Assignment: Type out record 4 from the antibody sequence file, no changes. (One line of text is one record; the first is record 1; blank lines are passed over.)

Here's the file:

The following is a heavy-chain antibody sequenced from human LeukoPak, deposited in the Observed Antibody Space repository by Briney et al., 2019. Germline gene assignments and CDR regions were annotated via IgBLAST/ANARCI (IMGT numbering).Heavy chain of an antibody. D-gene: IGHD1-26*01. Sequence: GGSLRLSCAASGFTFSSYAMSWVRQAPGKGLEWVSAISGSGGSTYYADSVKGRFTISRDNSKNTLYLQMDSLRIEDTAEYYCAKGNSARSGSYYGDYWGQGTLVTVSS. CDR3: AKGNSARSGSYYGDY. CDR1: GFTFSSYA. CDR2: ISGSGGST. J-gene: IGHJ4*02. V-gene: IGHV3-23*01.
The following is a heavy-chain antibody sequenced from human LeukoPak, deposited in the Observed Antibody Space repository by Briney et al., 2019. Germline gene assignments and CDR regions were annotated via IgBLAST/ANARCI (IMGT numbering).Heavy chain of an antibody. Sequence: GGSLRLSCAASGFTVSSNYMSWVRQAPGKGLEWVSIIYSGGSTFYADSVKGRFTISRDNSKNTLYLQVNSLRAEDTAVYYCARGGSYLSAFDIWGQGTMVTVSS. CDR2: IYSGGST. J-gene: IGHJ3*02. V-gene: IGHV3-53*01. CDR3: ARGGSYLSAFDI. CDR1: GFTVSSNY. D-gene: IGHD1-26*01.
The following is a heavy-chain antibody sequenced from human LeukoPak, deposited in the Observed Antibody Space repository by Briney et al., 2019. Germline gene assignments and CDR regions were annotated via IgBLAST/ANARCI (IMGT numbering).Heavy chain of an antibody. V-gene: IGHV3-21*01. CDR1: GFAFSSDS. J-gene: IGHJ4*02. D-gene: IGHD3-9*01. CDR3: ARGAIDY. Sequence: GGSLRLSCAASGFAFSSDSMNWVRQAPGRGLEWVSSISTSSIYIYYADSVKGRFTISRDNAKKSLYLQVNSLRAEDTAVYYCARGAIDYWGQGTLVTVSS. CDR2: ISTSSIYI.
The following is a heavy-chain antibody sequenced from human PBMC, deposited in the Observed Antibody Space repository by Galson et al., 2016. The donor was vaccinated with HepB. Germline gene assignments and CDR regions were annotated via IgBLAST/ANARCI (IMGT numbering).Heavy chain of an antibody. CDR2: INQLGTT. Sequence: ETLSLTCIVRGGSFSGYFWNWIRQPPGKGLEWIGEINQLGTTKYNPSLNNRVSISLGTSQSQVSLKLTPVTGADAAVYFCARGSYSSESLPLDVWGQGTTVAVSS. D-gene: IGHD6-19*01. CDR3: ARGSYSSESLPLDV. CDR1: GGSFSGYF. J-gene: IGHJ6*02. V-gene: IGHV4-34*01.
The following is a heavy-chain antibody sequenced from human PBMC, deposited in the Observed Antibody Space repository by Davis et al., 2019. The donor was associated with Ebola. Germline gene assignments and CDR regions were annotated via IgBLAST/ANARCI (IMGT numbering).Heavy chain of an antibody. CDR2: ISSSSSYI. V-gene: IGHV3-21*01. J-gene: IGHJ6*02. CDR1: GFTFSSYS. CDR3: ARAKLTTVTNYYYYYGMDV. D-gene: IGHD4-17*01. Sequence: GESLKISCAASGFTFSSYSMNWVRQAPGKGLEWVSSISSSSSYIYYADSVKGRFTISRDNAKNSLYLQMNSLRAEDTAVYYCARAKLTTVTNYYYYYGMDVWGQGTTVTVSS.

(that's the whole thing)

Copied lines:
The following is a heavy-chain antibody sequenced from human PBMC, deposited in the Observed Antibody Space repository by Galson et al., 2016. The donor was vaccinated with HepB. Germline gene assignments and CDR regions were annotated via IgBLAST/ANARCI (IMGT numbering).Heavy chain of an antibody. CDR2: INQLGTT. Sequence: ETLSLTCIVRGGSFSGYFWNWIRQPPGKGLEWIGEINQLGTTKYNPSLNNRVSISLGTSQSQVSLKLTPVTGADAAVYFCARGSYSSESLPLDVWGQGTTVAVSS. D-gene: IGHD6-19*01. CDR3: ARGSYSSESLPLDV. CDR1: GGSFSGYF. J-gene: IGHJ6*02. V-gene: IGHV4-34*01.